Curiosity Lab's 25,000-square-foot innovation center is the new home of the French-American Chamber of Commerce Southeast.

The French-American Chamber of Commerce Southeast is making a move from Buckhead to an office more befitting of its new role as the host of the city’s new La French Tech community 

Awarded last year, the French government designation highlights Atlanta’s tech ascendance, proven by its growing stock of investors, startups and researchers. One goal is to raise the city’s profile in the eyes of French tech firms eyeing opportunities in the United States.  

Tapped to manage the hub, the French-American Chamber will set up new offices with the innovation center at Peachtree Corners’ Curiosity Lab, the Gwinnett County-based “living lab” that utilizes city-owned 5G network and city roads to test autonomous vehicles and other smart-city systems. 

The chamber’s previous home was the Maison du France at the J.W. Marriott on Lenox Road, which was co-located with the Consulate General of France in Atlanta. 

The chamber is to host an opening ceremony in Peachtree Corners Sept. 9 at 147 Peachtree Parkway.  

Collaboration with the city of 45,000 people and Curiosity Lab is not exactly new territory for the French-American chamber. City Manager Brian Johnson spoke at the chamber’s Crystal Peach Awards in 2019, noting that multiple French companies including Sidel had already located in the area. OVHCloud, a leading French cloud services provider, is an “ecosystem partner” in Peachtree Corners.  

Speaking at the kickoff event Sept. 9 will be Stephan Donze, founder and CEO of French software dynamo AODocs, which just put down roots in metro Atlanta. Offering document management software that integrates with Google Workspace, AODocs was was recently named to the Inc. 5000 list of the country’s fastest-growing private companies, posting revenue growth of 206 percent.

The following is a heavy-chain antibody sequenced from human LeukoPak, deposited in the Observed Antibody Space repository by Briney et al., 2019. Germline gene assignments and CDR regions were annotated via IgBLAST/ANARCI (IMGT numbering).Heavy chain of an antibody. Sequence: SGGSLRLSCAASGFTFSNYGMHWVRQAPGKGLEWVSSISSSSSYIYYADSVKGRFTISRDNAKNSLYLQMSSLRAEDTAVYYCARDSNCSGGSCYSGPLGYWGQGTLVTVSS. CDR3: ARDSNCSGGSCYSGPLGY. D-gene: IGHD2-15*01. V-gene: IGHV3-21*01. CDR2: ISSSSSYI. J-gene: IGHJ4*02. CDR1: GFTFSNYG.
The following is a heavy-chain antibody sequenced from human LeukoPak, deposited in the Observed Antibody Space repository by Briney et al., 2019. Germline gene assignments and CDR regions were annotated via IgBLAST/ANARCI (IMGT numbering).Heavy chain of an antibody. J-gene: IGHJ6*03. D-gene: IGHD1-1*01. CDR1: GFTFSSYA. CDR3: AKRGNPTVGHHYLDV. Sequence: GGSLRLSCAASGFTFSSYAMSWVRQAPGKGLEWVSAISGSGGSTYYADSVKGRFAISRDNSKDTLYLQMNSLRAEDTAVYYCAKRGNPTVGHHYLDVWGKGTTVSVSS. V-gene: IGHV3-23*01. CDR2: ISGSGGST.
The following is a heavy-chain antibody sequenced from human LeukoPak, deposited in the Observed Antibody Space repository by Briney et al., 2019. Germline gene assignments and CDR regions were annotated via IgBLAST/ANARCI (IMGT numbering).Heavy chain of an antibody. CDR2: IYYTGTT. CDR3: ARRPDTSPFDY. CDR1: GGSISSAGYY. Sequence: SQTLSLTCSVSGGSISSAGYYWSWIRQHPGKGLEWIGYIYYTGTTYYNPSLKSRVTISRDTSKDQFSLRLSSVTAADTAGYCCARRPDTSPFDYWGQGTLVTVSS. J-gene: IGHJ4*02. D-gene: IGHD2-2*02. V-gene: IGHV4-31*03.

Mr. Johnson said Peachtree Corners aims to help French firms bring their products to market in the United States.  

“We look forward to working with French businesses to help graduate their solutions into the real world and leverage the benefits of operating here,” he said.  

Sebastien Lafon, who is heading up the French Tech hub along with Chamber Executive Director Julie Lambotte, said the move could bring even more companies beyond those in fintech, gaming, biotechnology and other sectors that have already flocked to Georgia, creating 23,300 jobs through trade and investment, according to the French embassy in Washington.  

He added that the tech infrastructure in Peachtree Corners brings a unique element to the conversation.  

“This will enable French startups to collaborate with many innovators and prove out their technology in a unique and live environment, with real city-owned connected infrastructure that cannot be replicated in a laboratory,” Mr. Lafon said.  

Even before the French Tech designation, Atlanta’s ties with the nation seemed to be deepening. The French consulate is working to set up a network of scientific researchers in Atlanta, and the city early next year will host a Toulouse company as part of in a new technology accelerator.  

On Aug. 26, the chamber will hold its summer champagne fundraiser. 

In October, the consulate is organizing another edition of France-Atlanta, building on a virtual forum in 2020 that ended up attracting broader participation from French executives who could join without boarding a transatlantic flight.  

Global Atlanta is set to host French Consul General Vincent Hommeril for a Consular Conversation interview and luncheon Sept. 22. 

As managing editor of Global Atlanta, Trevor has spent 15+ years reporting on Atlanta’s ties with the world. An avid traveler, he has undertaken trips to 30+ countries to uncover stories on the perils...